Politics & Policy

The ‘Christian Doomsayers’ Are Right

Archbishop of New York Cardinal Timothy Dolan (C) clasps his hands in prayer as he takes his place between Hillary Clinton and Donald Trump during in New York, U.S., October 20, 2016. (Jonathan Ernst/Reuters)
The current crop of Democratic presidential candidates really does pose an ‘existential threat’ to the faithful.

Peter Wehner’s headline writer at the New York Times insists that “Christian Doomsayers Have Lost It.”

In the accompanying piece, Wehner makes the now-familiar argument that Christians who support the president are bolstering an odious man who “embodies . . . an anti-Christian ethic,” and are doing so for no good or defensible reason.

Wehner characterizes the pro-Trump Christian’s calculus, for which he has little sympathy, this way: While “Mr. Trump may be unethical, unscrupulous, and morally dissolute,” when compared with the Democratic alternatives, Trump is “by far the lesser of two evils.”

Needless to say, he doesn’t agree that Christian Trump supporters are making a tragic choice between an admittedly imperfect vessel and a party that means their faith harm. He believes they are linking fates with a “demagogue” in order to fight perceived threats “to their core beliefs” that “hardly qualify as existential.”

While Christian readers are to take ostensible solace in the fact that Peter Wehner of the New York Times does not deem any of the threats to their “core beliefs” to be “existential,” it’s an awfully tough claim to support in a country where participation in organized religion has seen precipitous declines, where the leading Democratic presidential candidate has indicated that his top legislative priority would be passing the conscience-rights boondoggle that is the “Equality Act,” and where every major candidate for the Democratic nomination has pledged to fund an international abortion regime with taxpayer dollars. At very least, the suggestion that Christians are misapprehending the threats posed by progressives seems like one for which Wehner would have to proffer evidence, and he offers little beyond insinuation.

Instead, after stating his thesis, Wehner loses the plot. He skewers a few Christian pundits who he feels have been hasty or hyperbolic in their support of Trump before shifting the ground again, insisting that religious voters ought to be grateful for improvements in various social indicators. “Just how bad are things, really?” he asks, which is the sort of question that assumes Christians are more concerned about the almost accidental decadence of the culture today than they are about the very intentional decadence the current crop of Democrats mean to install as part of their platform. Wehner points out that the number of abortions performed annually, while still well over 800,000, has gone down, which is true enough, though as he himself admits, losing 800,000 unborn children to abortion each year is hardly something upon which to hang one’s hat. He notes that rates of teen pregnancy and violent crime have fallen, too, and teenagers are using less alcohol than they did 40 years ago. What’s his point? Since these statistical declines have occurred under both Republican and Democratic administrations, he asserts, the argument that a Democratic president poses an extraordinary threat to Christianity — a threat so great as to justify supporting an “unethical, unscrupulous, and morally dissolute” figure such as Trump — is without basis in fact.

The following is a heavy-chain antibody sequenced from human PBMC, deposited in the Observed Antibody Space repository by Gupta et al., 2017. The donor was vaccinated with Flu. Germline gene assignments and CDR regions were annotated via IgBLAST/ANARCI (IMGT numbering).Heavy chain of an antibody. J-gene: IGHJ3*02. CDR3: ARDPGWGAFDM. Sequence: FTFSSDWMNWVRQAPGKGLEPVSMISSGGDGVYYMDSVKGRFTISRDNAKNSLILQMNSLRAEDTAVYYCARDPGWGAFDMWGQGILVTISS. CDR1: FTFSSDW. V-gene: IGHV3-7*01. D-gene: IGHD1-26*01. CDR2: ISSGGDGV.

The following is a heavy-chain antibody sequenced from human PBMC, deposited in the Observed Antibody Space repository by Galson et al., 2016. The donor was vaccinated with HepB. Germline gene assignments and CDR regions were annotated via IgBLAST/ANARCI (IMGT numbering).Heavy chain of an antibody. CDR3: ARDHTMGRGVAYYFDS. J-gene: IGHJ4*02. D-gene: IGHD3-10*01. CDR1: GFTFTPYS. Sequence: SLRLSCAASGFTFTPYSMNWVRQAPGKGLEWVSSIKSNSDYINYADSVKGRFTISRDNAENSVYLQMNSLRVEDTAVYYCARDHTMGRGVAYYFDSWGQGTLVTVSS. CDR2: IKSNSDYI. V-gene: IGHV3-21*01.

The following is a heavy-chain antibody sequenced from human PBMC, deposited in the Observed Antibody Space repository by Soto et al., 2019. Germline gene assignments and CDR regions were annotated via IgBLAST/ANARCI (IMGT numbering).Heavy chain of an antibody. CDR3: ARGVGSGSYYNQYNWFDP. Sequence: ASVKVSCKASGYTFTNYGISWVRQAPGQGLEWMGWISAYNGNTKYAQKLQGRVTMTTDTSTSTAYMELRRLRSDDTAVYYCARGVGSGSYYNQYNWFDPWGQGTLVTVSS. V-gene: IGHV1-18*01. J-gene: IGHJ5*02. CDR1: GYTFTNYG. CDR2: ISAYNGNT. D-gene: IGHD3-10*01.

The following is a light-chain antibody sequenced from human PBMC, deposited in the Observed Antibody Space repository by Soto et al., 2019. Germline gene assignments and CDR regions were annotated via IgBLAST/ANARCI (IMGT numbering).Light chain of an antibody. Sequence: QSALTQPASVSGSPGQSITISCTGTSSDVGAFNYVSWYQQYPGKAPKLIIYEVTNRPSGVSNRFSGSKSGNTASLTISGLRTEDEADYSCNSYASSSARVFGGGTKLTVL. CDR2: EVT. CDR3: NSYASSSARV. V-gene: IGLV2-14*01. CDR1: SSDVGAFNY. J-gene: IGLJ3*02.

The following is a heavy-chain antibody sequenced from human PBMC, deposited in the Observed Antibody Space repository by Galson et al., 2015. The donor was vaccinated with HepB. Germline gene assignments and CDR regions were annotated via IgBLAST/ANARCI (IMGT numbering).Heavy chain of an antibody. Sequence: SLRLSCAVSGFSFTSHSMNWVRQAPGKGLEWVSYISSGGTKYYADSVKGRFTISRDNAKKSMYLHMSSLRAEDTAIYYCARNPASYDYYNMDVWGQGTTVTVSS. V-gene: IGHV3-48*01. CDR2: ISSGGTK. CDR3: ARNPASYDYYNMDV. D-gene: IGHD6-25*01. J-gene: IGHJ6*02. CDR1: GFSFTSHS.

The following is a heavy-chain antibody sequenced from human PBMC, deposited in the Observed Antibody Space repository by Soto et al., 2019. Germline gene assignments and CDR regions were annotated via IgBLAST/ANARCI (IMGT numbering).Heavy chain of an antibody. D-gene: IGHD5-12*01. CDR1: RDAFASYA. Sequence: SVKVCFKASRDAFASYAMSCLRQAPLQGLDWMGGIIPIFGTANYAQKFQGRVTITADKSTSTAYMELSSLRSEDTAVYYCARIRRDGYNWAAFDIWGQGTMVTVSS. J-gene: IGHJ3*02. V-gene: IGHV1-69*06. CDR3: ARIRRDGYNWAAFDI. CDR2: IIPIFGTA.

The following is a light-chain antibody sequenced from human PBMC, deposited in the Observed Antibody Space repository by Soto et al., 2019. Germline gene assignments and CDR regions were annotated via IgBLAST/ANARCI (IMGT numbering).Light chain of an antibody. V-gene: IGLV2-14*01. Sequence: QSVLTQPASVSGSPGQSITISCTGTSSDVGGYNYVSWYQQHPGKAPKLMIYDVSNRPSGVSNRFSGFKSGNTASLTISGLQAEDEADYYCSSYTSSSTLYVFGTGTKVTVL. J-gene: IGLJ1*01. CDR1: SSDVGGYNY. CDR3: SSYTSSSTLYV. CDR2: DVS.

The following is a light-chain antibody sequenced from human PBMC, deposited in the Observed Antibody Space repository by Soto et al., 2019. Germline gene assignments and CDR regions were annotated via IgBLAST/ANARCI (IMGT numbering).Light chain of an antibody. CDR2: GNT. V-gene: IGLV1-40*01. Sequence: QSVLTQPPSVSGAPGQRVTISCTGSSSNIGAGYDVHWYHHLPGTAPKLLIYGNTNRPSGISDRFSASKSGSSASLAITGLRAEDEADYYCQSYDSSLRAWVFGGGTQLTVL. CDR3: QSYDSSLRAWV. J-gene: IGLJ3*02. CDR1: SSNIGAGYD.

This line of argument is irrelevant to the question Wehner alluded to at the outset: Can a Christian voter justify support for Trump, whose flaws are apparent and manifold, given the threat posed by these alternatives? Whatever trends emerged from the Clinton and Obama administrations to cheer religious conservatives, the current crop of Democratic presidential candidates has promised to dismantle religious-liberty carveouts, support abortion rights without exception or apology, and foist gender ideology onto kids in elementary school. Perhaps worst of all, the 2020 Democrats want religious taxpayers to sponsor the proliferation of international abortion rights, which would conscript the faithful into subsidizing a procedure that they — rightly — consider tantamount to murder.

Wehner nevertheless offers this bit of advice to his “coreligionists”:

We need to find ways to love others in unexpected ways and show what it means to live faithfully in a world full of fear, as Mark Labberton, president of Fuller Theological Seminary, puts it. We should be willing to accept good news where we find it. We shouldn’t assume that joy, gratitude and kindness are synonyms for weakness. And we should be known more for caring for our culture than for constantly being at war with it.

Though it’s a cute quip, Christ’s injunction to “turn the other cheek” is not an exhortation to whistle past the graveyard as the Democratic party grows ever-more vocal in its anti-Christianity. But whistling past the graveyard is precisely what Wehner does. In a culture that is thoroughly secular, where roughly one-third of children are living with an unmarried parent, where single-motherhood rates are worst among the poor and disenfranchised, and leading candidates for one of the two major political parties have vowed to enshrine abortion rights into federal law, Wehner is no doubt dismayed. Ultimately, though, he shrugs; these are problems, sure, but they “hardly qualify as existential.”

Perhaps it is not the Christian doomsayers who have “lost it.”

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